This week was marked by the resurfacing of allegations of bribery at the Libyan Political Dialogue Forum (LPDF) in a UN Panel of Experts report that is due to be presented to the UN Security Council (UNSC).
On 28 February, AFP stated that a report recently submitted to the UNSC Sanctions Committee contains details of the alleged attempts at bribery that shook the UN-sponsored LPDF in November 2020, when bribes were allegedly offered to support Abdul Hameed Dabaiba’s candidacy for the position of Libya’s Prime Minister. According to AFP, the report states that two participants in the LPDF offered bribes to at least three LPDF delegates in amounts ranging between 150,000 and 200,000 US Dollars if they committed to vote for Dabaiba as Prime Minister. The UNSC Sanctions Committee report is due to be presented to the UNSC on 15 March.
On 27 February, the Government of National Accord (GNA) Public Prosecutor’s Office issued arrest warrants against individuals accused of mass killings in Tarhouna. On the same day, the GNA Military Prosecutor issued arrest warrants for 3,028 individuals connected with the Kaniyat militia in relation to the killings, as well as their alleged involvement in the War on Tripoli.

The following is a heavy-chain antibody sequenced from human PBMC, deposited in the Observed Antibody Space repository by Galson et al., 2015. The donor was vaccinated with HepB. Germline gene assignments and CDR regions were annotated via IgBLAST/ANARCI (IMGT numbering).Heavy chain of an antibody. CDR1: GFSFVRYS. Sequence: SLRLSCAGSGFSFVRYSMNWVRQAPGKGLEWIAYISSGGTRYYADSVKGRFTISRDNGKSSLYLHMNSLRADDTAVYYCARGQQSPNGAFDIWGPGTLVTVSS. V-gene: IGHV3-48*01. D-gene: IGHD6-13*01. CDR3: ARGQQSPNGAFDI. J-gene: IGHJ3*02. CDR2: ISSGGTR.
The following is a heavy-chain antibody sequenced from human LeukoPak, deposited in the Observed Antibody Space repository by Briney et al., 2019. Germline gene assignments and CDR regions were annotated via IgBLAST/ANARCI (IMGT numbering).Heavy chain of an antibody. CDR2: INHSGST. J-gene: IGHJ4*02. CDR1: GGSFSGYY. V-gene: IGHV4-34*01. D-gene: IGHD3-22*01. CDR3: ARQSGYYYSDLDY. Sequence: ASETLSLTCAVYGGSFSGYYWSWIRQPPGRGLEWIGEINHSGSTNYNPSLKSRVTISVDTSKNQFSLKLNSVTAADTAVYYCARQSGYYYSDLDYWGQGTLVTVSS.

On 1 March, the head of the Northern Tripoli Primary Prosecution Office, Omar Fakini, issued a statement declaring that the incident in Janzour involving the GNA Minister of Interior, Fathi Bashaagha, was a ‘traffic accident’, not an assassination attempt. Fakini called for the arrest of one of Bashaagha’s bodyguards and two members of the Security Stabilisation Apparatus (SSA) who were present in the vehicle involved in the incident.
On 2 March, Libyan social media reported that fighters led by Mahmoud al-Werfalli attacked a Toyota car dealership in Benghazi and threatened to kill the company’s director, accusing him of corruption. A video on social media appeared to show the company’s building being ransacked while al-Werfalli issued a death threat against the director if he returned to Libya.